Michaud, Pierre-André; Suris, Joan-Carles; Viner, Russell ( 2007 )
Adolescent/Youth Reproductive Mobile Access and Delivery Initiative for Love and Life Outcomes (ARMADILLO) Study: formative protocol for mHealth platform development and piloting
Gonsalves, Lianne; Mangone, Emily R; Agarwal, Smisha; Say, Lale; Plourde, Kate F; L'Engle, Kelly L; Hindin, Michelle J; Tamrat, Tigest ( 2015-08-07 )
Abstract

There is a high unmet need for sexual and reproductive health (SRH) information and services among youth (ages 15-24) worldwide (MacQuarrie KLD. Unmet Need for Family Planning among Young Women: Levels and Trends 2014). With the proliferation of mobile technology, and its popularity with this age group, mobile phones offer a novel and accessible platform for a discreet, on-demand service providing SRH information. The Adolescent/Youth Reproductive Mobile Access and Delivery Initiative for Love and Life Outcomes (ARMADILLO) formative study will inform the development of an intervention, which will use the popular channel of SMS (text messages) to deliver SRH information on-demand to youth.Following the development of potential SMS message content in partnership with SRH technical experts and youth, formative research activities will take place over two phases. Phase 1 will use focus group discussions (FGDs) with youth and parents/caregivers to develop and test the appropriateness and acceptability of the SMS messages. Phase 2 will consist of 'peer piloting', where youth participants will complete an SRH outcome-focused pretest, be introduced to the system and then have three weeks to interact with the system and share it with friends. Participants will then return to complete the SRH post-test and participate in an in-depth interview about their own and their peers' opinions and experiences using ARMADILLO.The ARMADILLO formative stage will culminate in the finalization of country-specific ARMADILLO messaging. Reach and impact of ARMADILLO will be measured at later stages. We anticipate that the complete ARMADILLO platform will be scalable, with the potential for national-level adoption.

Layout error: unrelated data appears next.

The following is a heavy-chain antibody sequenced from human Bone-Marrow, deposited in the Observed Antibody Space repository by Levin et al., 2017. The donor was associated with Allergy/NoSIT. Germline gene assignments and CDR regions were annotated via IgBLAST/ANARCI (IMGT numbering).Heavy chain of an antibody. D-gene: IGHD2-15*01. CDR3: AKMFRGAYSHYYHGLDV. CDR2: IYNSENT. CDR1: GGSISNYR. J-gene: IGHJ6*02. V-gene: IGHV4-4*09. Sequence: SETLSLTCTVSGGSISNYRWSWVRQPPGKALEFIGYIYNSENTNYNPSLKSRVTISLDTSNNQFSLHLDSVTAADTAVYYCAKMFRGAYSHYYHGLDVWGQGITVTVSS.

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Adolescentes enceintes : apporter des promesses globales d' espoir
McIntyre, Peter; World Health Organization ( 2007 )
Adolescentes enceintes à New York / César A. Chelala
Chelala, César A ( 1990 )
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Les adolescentes mariées : pas une situation de sûreté
World Health Organization; United Nations Population Fund ( 2007 )
Adolescents and Long-Acting Reversible Contraception: Lessons from Mexico
Saavedra-Avendano, Biani; Darney, Blair G; Andrade-Romo, Zafiro; Rodriguez, Maria I ( 2016-05-05 )
Abstract

Objectives We describe current use of long acting reversible contraception LARC (tier 1), hormonal (tier 2), barrier and traditional contraceptive methods (tier 3) by adolescent women in Mexico. We test whether knowledge of contraceptive methods is associated with current use of LARC. Methods We used the 1992, 1997, 2006, 2009 and 2014 waves of a nationally representative survey (ENADID). We used information from n = 10,376 (N = 3,635,558) adolescents (15-19 years) who reported ever using any contraceptive method. We used descriptive statistics and logistic regression models to test the association of knowledge of method tiers with use of tier 1 (LARC) versus tier 2, tier 3, and no contraceptive use. Results Over time, LARC use in the overall sample was flat (21 % in 1992, 23 % in 2014; p = 0.130). Among adolescents who have had a pregnancy, LARC use has increased (24 % in 1992 to 37 % in 2014). Among adolescents who did not report a pregnancy, current LARC use has remained low (1 % in 1992 and 2 % in 2014). We found positive association between LARC use and knowledge of tier 1 methods. In the overall sample LARC use is strongly correlated with exposure to marriage compared to use of tier 2 or tier 3 methods. Discussion Among adolescents in Mexico who are currently using modern methods, LARC use is relatively high, but remains primarily tied to having had a pregnancy. Our study highlights the need to expand access to LARC methods outside the post-partum hospital setting.